I thought about making this post’s title: How to de-escalate when your 5-year-old son has jammed your new vehicle’s cd player with business cards when you weren’t looking for a few seconds and then, after coming back into the house after trying to fish them out you see the same wonderful child spreading glue all over the floor… But I thought that might be a little long.
As I write these words I have just finished a conversation with my two children about how great a gift failure is. Every time we fail we are given the opportunity to learn something valuable. We are starting a custom around the dinner table a couple times a week called “How did you fail today?”. We each share and then give each other high-fives and celebrate failure. While I know this has value for my children long term, I sincerely hope they destroy less stuff around the house this week as well:) But back to my point for today’s post.
There are three well researched and proven ways to calm yourself when you find yourself reacting rather than responding in any situation in life. Only one of these really needs a lot of practice; the other two are extremely easy to perform. They work because we are mammals and because we are human (I’ll explain some other time. For now just trust me and try these out).
1. Start taking deep breaths into your belly. When you begin taking deep breaths it has a fascinating effect on your body and your brain. It slows the chemicals that we release in stressful situations and begins turning on chemicals that relax us. Try this next time you are feeling overwhelmed: breath in for at least 4 slow counts and then hold your breath for another 4 slow counts before releasing your breath. Repeat for 1-3 minutes and I promise you, if you have done so correctly, you will have calmed down a great deal. Another way to slow your breathing is to focus on the exact moment the breath stops entering your lungs and then, again, when your lungs stop breathing out. You will find that each breath goes a little longer.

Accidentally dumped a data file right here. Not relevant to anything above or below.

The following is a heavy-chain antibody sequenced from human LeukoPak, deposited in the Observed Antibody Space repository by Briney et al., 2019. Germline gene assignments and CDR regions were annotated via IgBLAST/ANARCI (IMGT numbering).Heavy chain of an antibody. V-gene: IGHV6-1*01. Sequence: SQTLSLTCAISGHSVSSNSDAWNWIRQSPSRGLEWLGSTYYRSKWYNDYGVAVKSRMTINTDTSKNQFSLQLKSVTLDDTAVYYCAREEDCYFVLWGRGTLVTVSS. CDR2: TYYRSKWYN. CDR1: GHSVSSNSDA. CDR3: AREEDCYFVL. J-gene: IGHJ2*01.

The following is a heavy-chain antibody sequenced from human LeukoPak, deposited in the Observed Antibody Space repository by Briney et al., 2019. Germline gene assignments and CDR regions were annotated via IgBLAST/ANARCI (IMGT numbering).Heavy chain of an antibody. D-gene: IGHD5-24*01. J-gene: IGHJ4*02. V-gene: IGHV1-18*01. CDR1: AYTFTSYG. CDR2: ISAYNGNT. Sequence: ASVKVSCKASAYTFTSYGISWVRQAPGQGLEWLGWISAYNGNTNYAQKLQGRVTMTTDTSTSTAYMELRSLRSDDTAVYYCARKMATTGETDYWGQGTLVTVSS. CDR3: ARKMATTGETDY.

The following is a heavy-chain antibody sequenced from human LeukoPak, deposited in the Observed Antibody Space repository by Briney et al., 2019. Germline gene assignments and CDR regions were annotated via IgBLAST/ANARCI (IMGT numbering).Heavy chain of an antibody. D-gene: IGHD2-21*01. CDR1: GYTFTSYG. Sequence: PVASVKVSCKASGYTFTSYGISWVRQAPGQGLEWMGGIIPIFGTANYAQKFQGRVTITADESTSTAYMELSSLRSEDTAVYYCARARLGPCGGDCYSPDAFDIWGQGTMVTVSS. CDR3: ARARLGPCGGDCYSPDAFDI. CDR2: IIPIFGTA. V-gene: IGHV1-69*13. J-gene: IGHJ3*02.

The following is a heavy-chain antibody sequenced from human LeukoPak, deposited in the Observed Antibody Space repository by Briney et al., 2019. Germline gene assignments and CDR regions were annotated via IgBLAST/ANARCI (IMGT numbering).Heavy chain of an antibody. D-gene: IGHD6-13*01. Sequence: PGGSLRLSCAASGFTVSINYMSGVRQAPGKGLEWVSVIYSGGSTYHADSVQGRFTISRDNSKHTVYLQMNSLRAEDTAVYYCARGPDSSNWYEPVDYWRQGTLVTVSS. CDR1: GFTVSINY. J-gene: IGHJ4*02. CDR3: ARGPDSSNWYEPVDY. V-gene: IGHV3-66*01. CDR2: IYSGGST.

2. Seek out safe, caring touch from another mammal. Our brains are wired in such a way that when we feel safe and close to another mammal we begin to calm down. This does not work if we don’t feel safe with the other mammal. Why do I keep using the word mammal? Because it doesn’t matter whether the safe touch is coming from a person or a dog/cat/horse/hamster or even llama. Our brain will respond in the same way…. All of a sudden it makes more sense that being with your pet growing up was such a safe and comforting experience, doesn’t it?
3. This one is a little more difficult at the beginning. It also pays the highest return for the time you put into it. Begin practicing mindfulness. That doesn’t necessarily mean meditation. Mindfulness is simply a way to pay attention to your senses in the present moment. I’ll write another post on this at some point in the near future. For the time being, you can do some research on your own. It’ll take a few weeks of daily practice to become good at this and even longer to become great. The payoff is that you will begin to have much more control over your responses to strongly emotional situations and you will also begin to know yourself much better.
In closing, know that if you want more control over your reactions to stress the key is not to fight your emotions, but rather to get to know them and yourself better. It is also more important to simply do what is needed in the present moment than to understand all the details.
Have a peaceful weekend.